Swooning, as I am given to, over the perfect storm in sparkling wine, specifically the explosion of fine red wines made as cava rosada or cremant rose, leaves me nearly too excited to write an actual sentence.
Rick Beard, the proprietor of Groezinger Wine Merchants in Yountville knows the small artisan winegrowers and makers well, and shares his joys generously with everyone that passes through his store. His shop is like a portal to the hidden wineries that have no visitor center and that require significant pull for entry. Rick recently brought a brilliant selection to Tasting in the Dark at the Toutsuite Social Media Club.
Throughout the 7/22/2011 morning speed tasting at the North American Winebloggers' Conference in Charlottesville (Virginia), stereotypical views about the unmixability of styles took a pounding as winemakers embraced their roots and their future in a unified re-interpretation of the present where they declared who they are collectively.
Cheers Saint Helena is a marriage made in heaven for the merchants, entertainers, restaurants, and winemakers meeting first Fridays throughout the growing season from 6 to 8 p.m.
On May 14, 2011 Raymond Winery briefed a contingent of the wine press on transformations taking place throughout the Boisset Family Estates. Approaching the visitors' center, a Daliesque landscape offers clues to the innovative programs which lay in wait ahead.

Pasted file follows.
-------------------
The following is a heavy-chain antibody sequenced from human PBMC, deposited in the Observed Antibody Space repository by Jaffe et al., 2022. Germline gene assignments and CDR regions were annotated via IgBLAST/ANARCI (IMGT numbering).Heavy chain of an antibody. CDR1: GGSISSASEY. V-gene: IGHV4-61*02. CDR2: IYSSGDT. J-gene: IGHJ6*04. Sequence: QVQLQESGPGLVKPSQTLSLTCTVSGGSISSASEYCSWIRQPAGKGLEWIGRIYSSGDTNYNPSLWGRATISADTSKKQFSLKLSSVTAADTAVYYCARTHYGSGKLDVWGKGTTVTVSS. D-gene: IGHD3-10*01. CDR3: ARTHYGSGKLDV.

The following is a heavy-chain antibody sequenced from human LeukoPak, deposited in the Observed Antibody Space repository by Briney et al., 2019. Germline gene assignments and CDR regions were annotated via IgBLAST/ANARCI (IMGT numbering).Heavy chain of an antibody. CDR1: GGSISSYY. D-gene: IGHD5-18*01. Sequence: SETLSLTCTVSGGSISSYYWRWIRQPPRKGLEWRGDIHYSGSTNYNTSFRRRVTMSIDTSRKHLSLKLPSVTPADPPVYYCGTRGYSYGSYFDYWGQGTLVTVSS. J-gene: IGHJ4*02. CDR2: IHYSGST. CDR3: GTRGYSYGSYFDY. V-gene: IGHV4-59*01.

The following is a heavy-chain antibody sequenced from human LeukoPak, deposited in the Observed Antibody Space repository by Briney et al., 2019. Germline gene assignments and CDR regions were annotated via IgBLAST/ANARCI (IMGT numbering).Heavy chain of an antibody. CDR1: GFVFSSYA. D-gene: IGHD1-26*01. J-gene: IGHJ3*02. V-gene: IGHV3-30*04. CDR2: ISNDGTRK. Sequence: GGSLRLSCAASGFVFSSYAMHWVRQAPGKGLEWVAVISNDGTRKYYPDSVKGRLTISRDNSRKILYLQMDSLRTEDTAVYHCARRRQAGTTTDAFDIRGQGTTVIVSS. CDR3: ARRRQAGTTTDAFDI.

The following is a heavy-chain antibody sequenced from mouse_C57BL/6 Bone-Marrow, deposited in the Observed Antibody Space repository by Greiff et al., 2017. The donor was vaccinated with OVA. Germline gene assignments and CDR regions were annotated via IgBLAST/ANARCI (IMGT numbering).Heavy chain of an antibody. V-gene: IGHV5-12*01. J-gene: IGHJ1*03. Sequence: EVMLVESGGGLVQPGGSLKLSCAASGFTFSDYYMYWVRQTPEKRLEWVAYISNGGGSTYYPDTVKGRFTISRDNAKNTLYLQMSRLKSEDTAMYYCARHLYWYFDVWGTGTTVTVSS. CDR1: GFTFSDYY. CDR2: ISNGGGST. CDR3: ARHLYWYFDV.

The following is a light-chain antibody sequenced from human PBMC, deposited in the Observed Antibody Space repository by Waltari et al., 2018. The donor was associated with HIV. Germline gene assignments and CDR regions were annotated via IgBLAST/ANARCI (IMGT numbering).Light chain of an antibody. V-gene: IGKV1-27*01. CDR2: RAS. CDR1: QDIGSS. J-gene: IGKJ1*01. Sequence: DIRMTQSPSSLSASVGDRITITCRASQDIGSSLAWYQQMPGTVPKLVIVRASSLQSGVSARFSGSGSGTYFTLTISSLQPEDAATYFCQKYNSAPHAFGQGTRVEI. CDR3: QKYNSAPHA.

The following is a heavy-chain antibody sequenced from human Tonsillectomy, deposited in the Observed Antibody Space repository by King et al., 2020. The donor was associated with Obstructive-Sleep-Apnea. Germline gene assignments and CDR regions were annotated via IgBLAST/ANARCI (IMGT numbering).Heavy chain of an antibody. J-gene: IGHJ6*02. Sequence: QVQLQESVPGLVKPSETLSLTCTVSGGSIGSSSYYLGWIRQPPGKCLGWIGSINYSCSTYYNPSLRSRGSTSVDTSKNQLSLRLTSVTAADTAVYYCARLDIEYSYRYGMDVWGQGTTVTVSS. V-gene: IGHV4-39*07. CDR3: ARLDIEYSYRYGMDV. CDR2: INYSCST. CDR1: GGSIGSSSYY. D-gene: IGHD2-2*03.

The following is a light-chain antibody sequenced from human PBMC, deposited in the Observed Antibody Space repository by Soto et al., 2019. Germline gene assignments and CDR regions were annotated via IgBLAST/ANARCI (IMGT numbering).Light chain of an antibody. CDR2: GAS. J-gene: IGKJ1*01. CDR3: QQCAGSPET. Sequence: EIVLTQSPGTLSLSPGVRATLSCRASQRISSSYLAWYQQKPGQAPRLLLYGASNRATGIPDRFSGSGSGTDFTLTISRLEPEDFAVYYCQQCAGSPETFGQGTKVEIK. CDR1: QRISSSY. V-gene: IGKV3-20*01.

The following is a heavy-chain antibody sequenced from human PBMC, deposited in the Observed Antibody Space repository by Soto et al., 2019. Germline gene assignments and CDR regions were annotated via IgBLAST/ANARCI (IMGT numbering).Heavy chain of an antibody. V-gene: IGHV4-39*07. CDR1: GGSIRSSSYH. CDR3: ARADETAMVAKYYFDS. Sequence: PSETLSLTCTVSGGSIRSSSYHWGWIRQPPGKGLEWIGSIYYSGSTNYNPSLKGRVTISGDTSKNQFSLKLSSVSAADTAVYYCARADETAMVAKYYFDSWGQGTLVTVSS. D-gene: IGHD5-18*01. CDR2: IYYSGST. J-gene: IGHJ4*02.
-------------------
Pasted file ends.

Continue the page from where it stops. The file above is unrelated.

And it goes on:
March 23, 2011 (a very rainy day) was perfect for reviewing the current release portfolio at Cuvaison's Silverado Trail tasting room in a deep presentation by associate Travis Elder, and joined by their direct marketing specialist Suzanna Boogay. Their commitment to sustainable green vineyard and winery practices are commendable, from grey water treatment to solar power. Their Chardonnay, Pinot Noir, Syrah, and Cabernet are all extremely good.
With its' 1400 foot elevation, steep slopes, micro-climate, red volcanic soil, fog inversion layer, lower yields, mineral flavors, and smaller but more intense fruit, Howell Mountain earned the appellation designation for which its' growers and vintners collaborated so originally as well as effectively. It was the first sub-appellation of the Napa Valley AVA to gain certification, which is the form of classification that we can all rally around.
In the current exhibit entitled "How Wine Became Modern" at the San Francisco Museum of Modern Art, one wall is dedicated to groups of labelling images that have craftily and categorically advanced brands.
The categories are: